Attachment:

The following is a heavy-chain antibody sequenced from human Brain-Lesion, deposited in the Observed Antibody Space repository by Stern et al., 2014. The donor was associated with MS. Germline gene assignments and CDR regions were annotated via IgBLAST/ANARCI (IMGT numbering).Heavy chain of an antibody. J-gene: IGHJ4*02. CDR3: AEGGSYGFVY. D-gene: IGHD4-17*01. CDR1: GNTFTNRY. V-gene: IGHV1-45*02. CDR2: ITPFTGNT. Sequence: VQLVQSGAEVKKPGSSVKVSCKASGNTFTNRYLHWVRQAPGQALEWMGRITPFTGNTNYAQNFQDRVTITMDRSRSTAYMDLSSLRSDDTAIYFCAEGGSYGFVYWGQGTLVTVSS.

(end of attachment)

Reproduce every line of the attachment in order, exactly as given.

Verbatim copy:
The following is a heavy-chain antibody sequenced from human Brain-Lesion, deposited in the Observed Antibody Space repository by Stern et al., 2014. The donor was associated with MS. Germline gene assignments and CDR regions were annotated via IgBLAST/ANARCI (IMGT numbering).Heavy chain of an antibody. J-gene: IGHJ4*02. CDR3: AEGGSYGFVY. D-gene: IGHD4-17*01. CDR1: GNTFTNRY. V-gene: IGHV1-45*02. CDR2: ITPFTGNT. Sequence: VQLVQSGAEVKKPGSSVKVSCKASGNTFTNRYLHWVRQAPGQALEWMGRITPFTGNTNYAQNFQDRVTITMDRSRSTAYMDLSSLRSDDTAIYFCAEGGSYGFVYWGQGTLVTVSS.